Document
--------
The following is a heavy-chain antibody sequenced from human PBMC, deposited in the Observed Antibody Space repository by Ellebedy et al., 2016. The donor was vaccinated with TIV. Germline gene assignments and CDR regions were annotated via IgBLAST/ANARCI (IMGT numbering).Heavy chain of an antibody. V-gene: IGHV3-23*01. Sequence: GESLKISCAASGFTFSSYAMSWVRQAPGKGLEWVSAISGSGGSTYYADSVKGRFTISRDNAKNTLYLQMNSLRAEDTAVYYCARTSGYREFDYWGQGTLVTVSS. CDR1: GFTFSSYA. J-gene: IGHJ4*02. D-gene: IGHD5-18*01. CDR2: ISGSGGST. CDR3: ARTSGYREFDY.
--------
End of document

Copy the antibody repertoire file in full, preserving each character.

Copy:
The following is a heavy-chain antibody sequenced from human PBMC, deposited in the Observed Antibody Space repository by Ellebedy et al., 2016. The donor was vaccinated with TIV. Germline gene assignments and CDR regions were annotated via IgBLAST/ANARCI (IMGT numbering).Heavy chain of an antibody. V-gene: IGHV3-23*01. Sequence: GESLKISCAASGFTFSSYAMSWVRQAPGKGLEWVSAISGSGGSTYYADSVKGRFTISRDNAKNTLYLQMNSLRAEDTAVYYCARTSGYREFDYWGQGTLVTVSS. CDR1: GFTFSSYA. J-gene: IGHJ4*02. D-gene: IGHD5-18*01. CDR2: ISGSGGST. CDR3: ARTSGYREFDY.